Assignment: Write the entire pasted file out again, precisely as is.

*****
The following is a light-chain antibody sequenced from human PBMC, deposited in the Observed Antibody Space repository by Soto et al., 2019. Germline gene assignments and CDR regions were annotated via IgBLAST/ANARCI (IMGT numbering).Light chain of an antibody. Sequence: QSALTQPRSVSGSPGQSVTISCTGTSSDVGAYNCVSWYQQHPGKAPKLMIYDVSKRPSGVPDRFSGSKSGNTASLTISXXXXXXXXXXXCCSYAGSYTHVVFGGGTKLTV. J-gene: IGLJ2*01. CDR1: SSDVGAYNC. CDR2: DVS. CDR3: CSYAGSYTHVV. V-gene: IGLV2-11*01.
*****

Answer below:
The following is a light-chain antibody sequenced from human PBMC, deposited in the Observed Antibody Space repository by Soto et al., 2019. Germline gene assignments and CDR regions were annotated via IgBLAST/ANARCI (IMGT numbering).Light chain of an antibody. Sequence: QSALTQPRSVSGSPGQSVTISCTGTSSDVGAYNCVSWYQQHPGKAPKLMIYDVSKRPSGVPDRFSGSKSGNTASLTISXXXXXXXXXXXCCSYAGSYTHVVFGGGTKLTV. J-gene: IGLJ2*01. CDR1: SSDVGAYNC. CDR2: DVS. CDR3: CSYAGSYTHVV. V-gene: IGLV2-11*01.